New York CIty Council Member Ben Kallos

Open Budget Legislation Authored by Council Member Kallos Passes City Council

New York, NY – How New York City spends $85 billion just got more transparent with the passing of legislation from Council Member Ben Kallos that requires all budget documents released by the Office of Management and Budget (OMB) to be publicly released on its website and the Open Data Portal in a searchable and computer readable format, instead of only printed or in lengthy PDFs.
“New Yorkers should be able to search the city’s budget to see how every penny of their tax dollars is being spent,” said Council Member Ben Kallos, a software developer, and open data advocate. “Thank you to Speaker Melissa Mark Viverito and Finance Chair Julissa Ferreras-Copeland for their partnership in advocacy for an Open Budget.”
“Under my tenure as Finance Chair, we were able to provide New Yorkers with online access to our $85.2 billion budget. To expand on our existing efforts, we will now provide constituents a more convenient way to find this information. I want to commend Council Member Kallos for proposing this legislation that I’m proudly co-sponsoring. With its passing, we are showing once again our commitment to openness and transparency, said Finance Committee Chair Julissa Ferreras-Copeland.”

Council Member Kallos began advocating for the budget to be published online in 2014. The City Council advocated for an Open Budget in the City Council Budget Response sent to the administration on April 4, 2016: “The budget is the most important public policy the City regularly makes. As such its transparency is crucial to helping New Yorkers understand how the City spends and raises funding. While OMB publically provides many budget documents, all of them are in portable document format (pdf), making an analysis of them cumbersome at best and impossible at worst. Like other agencies, OMB should publish excel files of its documents such as the supporting schedules, departmental estimates, and other applicable documents.”

On May 5, 2016, Council Member Kallos introduced the Open Budget bill, following which the administration announced that it would begin voluntarily publishing certain major budget documents online. 

Intro 1176, which passed the Council today, requires that practice to continue, requires budget documents that were previously excluded to be published online, and requires all online documents to be published in human and computer readable formats, as well as on the Open Data Portal.

The bill also requires documents submitted to the City Council for review during the budget negotiation process to be provided in human and computer readable formats for more effective review by the Council.
“Citizens Budget Commission supports the passage of Intro 1176 of 2016, to amend the city charter to require that the Office of Management and Budget make budget documents available in formats that permit automated processing. Having budget documents in 'open' formats will significantly increase the speed and ease with which interested taxpayers can analyze how the City is spending their money. This is a critical step in strengthening transparency and accountability in the budget process," said Carol Kellermann, President of the Citizens Budget Commission.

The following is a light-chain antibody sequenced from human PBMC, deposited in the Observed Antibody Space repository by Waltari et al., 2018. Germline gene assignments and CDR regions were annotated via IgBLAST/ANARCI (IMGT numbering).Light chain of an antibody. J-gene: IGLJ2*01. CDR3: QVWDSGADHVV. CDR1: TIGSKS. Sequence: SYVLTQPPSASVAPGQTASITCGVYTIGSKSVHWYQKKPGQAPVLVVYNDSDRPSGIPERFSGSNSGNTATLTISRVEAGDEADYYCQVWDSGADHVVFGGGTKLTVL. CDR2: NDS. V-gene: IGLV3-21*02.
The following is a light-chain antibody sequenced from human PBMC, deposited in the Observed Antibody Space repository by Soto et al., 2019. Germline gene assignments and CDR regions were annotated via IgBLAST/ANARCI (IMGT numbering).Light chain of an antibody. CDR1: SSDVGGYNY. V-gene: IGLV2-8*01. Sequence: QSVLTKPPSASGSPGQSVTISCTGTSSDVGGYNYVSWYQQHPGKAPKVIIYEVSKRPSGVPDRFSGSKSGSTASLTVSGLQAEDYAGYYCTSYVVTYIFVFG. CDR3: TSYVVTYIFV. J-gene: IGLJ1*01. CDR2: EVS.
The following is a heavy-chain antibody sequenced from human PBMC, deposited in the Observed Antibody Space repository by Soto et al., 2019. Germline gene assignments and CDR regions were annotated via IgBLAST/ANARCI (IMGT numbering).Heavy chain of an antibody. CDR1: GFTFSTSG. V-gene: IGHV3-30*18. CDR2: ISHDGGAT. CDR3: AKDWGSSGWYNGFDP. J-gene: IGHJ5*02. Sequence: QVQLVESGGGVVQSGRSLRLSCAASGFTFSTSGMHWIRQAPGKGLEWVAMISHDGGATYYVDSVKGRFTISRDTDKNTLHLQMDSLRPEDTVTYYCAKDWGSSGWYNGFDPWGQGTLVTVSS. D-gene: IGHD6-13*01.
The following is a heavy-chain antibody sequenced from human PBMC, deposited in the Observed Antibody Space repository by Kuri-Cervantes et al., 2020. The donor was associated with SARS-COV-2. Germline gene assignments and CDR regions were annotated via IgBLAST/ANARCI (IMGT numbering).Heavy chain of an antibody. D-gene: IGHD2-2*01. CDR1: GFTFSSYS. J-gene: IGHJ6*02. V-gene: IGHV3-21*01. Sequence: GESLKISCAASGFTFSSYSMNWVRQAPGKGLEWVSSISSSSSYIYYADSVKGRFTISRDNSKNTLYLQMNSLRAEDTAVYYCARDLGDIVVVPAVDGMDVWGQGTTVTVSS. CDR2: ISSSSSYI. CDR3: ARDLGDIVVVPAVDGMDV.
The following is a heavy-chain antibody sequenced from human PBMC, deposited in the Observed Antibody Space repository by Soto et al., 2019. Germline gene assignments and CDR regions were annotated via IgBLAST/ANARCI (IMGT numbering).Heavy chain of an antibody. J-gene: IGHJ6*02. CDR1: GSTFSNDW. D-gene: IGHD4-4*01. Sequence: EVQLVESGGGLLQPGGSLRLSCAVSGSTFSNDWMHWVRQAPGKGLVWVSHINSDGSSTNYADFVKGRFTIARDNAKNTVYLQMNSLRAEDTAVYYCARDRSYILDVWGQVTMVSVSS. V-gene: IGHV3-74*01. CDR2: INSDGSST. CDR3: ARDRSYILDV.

“Democracy can only work if the government is open and transparent about its activities in service of the public,” said Andrew Rasiej, Founder and CEO of Civic Hall, “With this Open Budget legislation the New York City Council is once again reaffirming its commitment to a working democracy by making sure that city’s expenditures and finances are open and transparent as well” 
“A big thank you to the City Council for passing the Open Budget Bill.  New York City has been a world leader in open data --- except strangely for budget data, which is not open and spreadsheet readable. The budget is probably the single most important data set produced by city government. It tells the public what our government is spending our money on, and what its priorities are. New York State and leading world cities publish their budgets in useful, machine-readable formats --- so should New York City. We urge Mayor de Blasio to sign this important open government bill," said John Kaehny, co-chair of the NYC Transparency Working Group and executive director of Reinvent Albany.

"This is a great leap forward into the 21st century for our antiquated government administration. Public information should be digital, searchable, and accessible so New Yorkers know exactly how their money is being spent," said Susan Lerner, Executive Director of Common Cause/NY.

“The Open Budget Bill is long overdue, and we are pleased to see the City Council pass it today. New Yorkers deserve to have an accessible, searchable budget that allows them to truly see how 85 billion tax dollars are spent. Transparency isn’t very meaningful if the data made available isn’t searchable or otherwise accessible to every day New Yorkers, let alone researchers, watchdogs, and advocates. Making New York City’s budget truly accessible is a cornerstone of an open and more democratic city government,” said Rachel Bloom, Director of Public Policy and Programs, Citizens Union.

As Chair of the Committee on Governmental Operations, Council Member Ben Kallos, oversees the Financial Information Services Agency (FISA) which operates software from CGI Group by the name of the Financial Management System (FMS) that manages the city budget. Council Member Ben Kallos identified areas where the budget is only available in print or PDF and found that FMS could easily make the budget information available in open searchable formats online.

The Open Budget bill was introduced in the Council on May 5, 2016, and received a public hearing in the Committee on Finance on June 12, 2017.


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